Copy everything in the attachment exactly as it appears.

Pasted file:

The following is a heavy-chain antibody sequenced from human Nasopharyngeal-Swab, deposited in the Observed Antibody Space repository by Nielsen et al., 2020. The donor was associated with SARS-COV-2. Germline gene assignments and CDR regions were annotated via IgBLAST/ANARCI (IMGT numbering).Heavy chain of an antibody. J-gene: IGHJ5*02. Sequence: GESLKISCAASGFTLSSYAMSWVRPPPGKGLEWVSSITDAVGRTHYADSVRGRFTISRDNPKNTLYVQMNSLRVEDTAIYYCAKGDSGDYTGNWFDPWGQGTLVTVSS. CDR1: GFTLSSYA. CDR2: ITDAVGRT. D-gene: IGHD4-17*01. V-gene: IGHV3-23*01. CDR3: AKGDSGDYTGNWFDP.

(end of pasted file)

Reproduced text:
The following is a heavy-chain antibody sequenced from human Nasopharyngeal-Swab, deposited in the Observed Antibody Space repository by Nielsen et al., 2020. The donor was associated with SARS-COV-2. Germline gene assignments and CDR regions were annotated via IgBLAST/ANARCI (IMGT numbering).Heavy chain of an antibody. J-gene: IGHJ5*02. Sequence: GESLKISCAASGFTLSSYAMSWVRPPPGKGLEWVSSITDAVGRTHYADSVRGRFTISRDNPKNTLYVQMNSLRVEDTAIYYCAKGDSGDYTGNWFDPWGQGTLVTVSS. CDR1: GFTLSSYA. CDR2: ITDAVGRT. D-gene: IGHD4-17*01. V-gene: IGHV3-23*01. CDR3: AKGDSGDYTGNWFDP.